When visiting Children’s Hospital at Erlanger, it doesn’t take long to recognize how invaluable Child Life Specialists are. They’re in every area of the hospital, donning their pink and black uniforms, and spreading joy at every opportunity.
What is a Child Life Specialist?
The field of “child life” began more than 50 years ago at a time when it was uncommon for parents to be included in a child’s hospital care. Parents often visited their sick children only during visiting hours or on weekends. Since then, Child Life advocates have worked hard to prove how important it is to empower children and their families during diagnosis, care, and recovery.
Meet the team
When Lois Simpson graduated from college, she turned to a recruiter for help in job placement. The recruiter suggested she go into Child Life. “Once I got started, I knew this was for me,” Lois said. With her original title, “Child Life Assistant,” she worked under a Director of Physical Therapy, and under the supervision of a social worker.
Today, applicants require a Child Life Certification for the job (and many colleges offer degrees specific to the field). Lois entered the field before those resources were available, but has since accomplished certification. “My, how things have changed,” she laughed. Currently, Lois serves as the Senior Child Life Specialist, and is celebrating her 30th year in Child Life.
“My favorite part is the pet therapy program. There’s nothing more exciting than seeing a child’s face light up when one of his or her furry friends rounds the corner.” Four days per week, hospital-approved dogs and their owners visit the inpatient floors and outpatient clinics. Lois makes the rounds with the pets and owners, ensuring the visits stay on track and positive.
Pet therapy is just the beginning of her work, which includes “anything that makes the hospital less scary,” as Lois described. “I remember, years ago, a child that had severe burns. He was only 2 or 3 years old, and I realized that if I danced, it would make him laugh. So, every time I visited, I would dance silly. Even when children are at their sickest, they still want to play.”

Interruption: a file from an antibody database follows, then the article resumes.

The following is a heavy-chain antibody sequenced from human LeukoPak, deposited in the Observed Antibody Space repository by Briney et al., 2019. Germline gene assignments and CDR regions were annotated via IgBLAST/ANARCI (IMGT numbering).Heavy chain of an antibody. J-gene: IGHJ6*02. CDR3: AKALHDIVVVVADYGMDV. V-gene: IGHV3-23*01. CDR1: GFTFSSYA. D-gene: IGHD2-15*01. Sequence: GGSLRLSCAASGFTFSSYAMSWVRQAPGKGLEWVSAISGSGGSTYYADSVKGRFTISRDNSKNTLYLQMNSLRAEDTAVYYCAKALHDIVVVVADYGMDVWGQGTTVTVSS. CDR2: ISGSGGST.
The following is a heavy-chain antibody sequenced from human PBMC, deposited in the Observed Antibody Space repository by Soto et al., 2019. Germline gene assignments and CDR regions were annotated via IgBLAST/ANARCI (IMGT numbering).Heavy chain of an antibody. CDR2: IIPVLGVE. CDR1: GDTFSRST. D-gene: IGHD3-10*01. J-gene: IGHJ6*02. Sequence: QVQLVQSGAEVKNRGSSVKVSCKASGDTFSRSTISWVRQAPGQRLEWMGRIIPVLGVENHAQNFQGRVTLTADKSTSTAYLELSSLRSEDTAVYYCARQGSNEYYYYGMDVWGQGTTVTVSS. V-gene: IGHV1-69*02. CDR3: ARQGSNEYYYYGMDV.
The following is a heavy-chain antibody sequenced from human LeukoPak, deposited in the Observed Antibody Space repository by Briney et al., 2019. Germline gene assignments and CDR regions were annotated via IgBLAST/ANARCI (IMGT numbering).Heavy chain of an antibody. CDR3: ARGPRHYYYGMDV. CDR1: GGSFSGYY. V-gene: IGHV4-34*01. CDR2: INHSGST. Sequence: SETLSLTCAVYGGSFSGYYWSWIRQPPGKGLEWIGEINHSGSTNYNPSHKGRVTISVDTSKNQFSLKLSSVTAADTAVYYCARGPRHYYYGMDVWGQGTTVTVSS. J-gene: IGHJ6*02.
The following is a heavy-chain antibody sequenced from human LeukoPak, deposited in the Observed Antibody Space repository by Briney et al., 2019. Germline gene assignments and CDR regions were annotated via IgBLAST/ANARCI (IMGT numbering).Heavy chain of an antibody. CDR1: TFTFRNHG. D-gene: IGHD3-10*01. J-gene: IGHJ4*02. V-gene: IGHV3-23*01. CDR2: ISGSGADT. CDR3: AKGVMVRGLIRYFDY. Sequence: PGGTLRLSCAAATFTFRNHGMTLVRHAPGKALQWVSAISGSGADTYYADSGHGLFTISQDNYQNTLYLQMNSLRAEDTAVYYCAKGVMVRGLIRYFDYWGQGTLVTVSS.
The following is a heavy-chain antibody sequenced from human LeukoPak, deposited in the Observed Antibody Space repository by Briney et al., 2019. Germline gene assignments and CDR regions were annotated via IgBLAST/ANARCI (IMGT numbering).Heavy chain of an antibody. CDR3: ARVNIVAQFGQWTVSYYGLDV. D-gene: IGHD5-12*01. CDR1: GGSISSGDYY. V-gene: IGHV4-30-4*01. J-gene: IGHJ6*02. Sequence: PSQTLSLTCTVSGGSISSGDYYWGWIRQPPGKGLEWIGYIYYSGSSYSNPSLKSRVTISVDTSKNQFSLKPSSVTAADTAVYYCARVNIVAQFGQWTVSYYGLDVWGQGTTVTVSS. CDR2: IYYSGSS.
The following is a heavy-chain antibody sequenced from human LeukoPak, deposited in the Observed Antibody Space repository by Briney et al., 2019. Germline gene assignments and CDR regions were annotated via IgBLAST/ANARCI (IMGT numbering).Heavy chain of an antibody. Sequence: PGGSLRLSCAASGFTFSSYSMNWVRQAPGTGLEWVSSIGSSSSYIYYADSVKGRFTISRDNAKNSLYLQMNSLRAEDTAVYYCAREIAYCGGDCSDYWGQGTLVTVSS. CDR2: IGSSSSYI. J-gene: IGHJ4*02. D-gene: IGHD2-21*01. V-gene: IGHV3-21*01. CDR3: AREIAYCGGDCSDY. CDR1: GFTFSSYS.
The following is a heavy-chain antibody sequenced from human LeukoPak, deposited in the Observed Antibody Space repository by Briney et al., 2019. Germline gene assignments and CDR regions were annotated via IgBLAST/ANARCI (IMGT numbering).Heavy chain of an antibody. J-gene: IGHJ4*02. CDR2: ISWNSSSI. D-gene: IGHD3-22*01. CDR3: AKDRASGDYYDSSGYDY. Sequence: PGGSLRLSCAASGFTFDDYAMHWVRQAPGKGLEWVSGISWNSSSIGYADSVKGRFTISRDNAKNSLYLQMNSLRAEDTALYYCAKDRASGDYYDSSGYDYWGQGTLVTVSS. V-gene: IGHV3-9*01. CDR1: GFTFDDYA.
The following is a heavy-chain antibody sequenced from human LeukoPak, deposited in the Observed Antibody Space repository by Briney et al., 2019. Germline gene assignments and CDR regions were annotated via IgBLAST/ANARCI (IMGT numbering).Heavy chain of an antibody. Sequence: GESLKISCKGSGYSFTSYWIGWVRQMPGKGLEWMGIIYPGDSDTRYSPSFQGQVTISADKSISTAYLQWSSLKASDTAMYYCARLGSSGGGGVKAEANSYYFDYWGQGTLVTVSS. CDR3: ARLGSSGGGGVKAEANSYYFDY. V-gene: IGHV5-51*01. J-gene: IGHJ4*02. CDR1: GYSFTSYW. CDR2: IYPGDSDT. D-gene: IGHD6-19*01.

Madeline always knew that she wanted to work with kids, but she was unsure how to translate her passion into a career. Though she began as an Elementary Education major at Mississippi State University, her family’s medical background played into her decision to choose Child Life. After an internship at Vanderbilt University, she joined the team at Children’s Hospital at Erlanger.
Today, Madeline can be found in outpatient clinics and radiology, walking kids through procedures and explaining treatment in terms they can understand. She carries a bag of tricks to aid in her explanations. “I love seek-and-find books to help distract kids from their procedures. Also, bubbles are great; toys with music and lights, and of course our iPad with music and games.” She also carries Frank the teaching doll to more easily explain how bodies work. “I love empowering children through preparation and play to help them cope with whatever happens to them in the hospital. Then hearing them say at the end, ‘it wasn’t so bad.’”
A Georgia native, Ashley began her Child Life adventure at Georgia Southern University. As an IT major, she took an elective Child Life class that changed her academic path as well as her life. This summer will mark nine years since Ashley first joined the team at Children’s Hospital at Erlanger, and she couldn’t be happier. “I love my job! I get to have my dream job,” Ashley said. In fact, she was featured in the Chattanooga Times Free Press in 2011 describing her dream job.
What’s Ashley’s favorite part of her job? “The kids and their families. I work in Oncology and Hematology [blood disorders], so our patients are usually here for a while. I get to build relationships with them.” And she goes above and beyond to make sure those relationships stay positive. “I try to learn all of their coping techniques and have things ready as soon as it’s time for a procedure. If someone likes to watch a certain type of music video while having a port put in, or if someone wants to play video games during chemo treatment, I learn their favorites so that I can be prepared.”
Though it’s a blessing to get to know the kids and their families, it can be difficult at times. Bereavement and coping in the event of a loss are also part of Child Life. “We help connect families with a variety of resources to ease their grief. We offer handprints and footprints, as well as occasional photos, or finger charms. Also, if a child is old enough to understand what’s happening, we help them express their desired form of care with My Wishes. It’s never easy, but sometimes the childrens’ positive attitudes and the families’ optimistic outlooks can really be inspiring.”
Jennifer started volunteering at Children’s Hospital at Erlanger in 2010 (in Oncology/Hematology with Ashley Zani) when a position in Outpatient Surgery became available. Jennifer was brought on full time to fill the position. Like Ashley, Jennifer must establish relationships with her patients and their families — and she has a short timeframe to do so. “I have to try to develop instant trust,” Jennifer said. “I like to give the kids choices. Letting them know they have a choice, even though the procedure is inevitable. Letting them choose how they want something done gives them a sense of control in the situation.”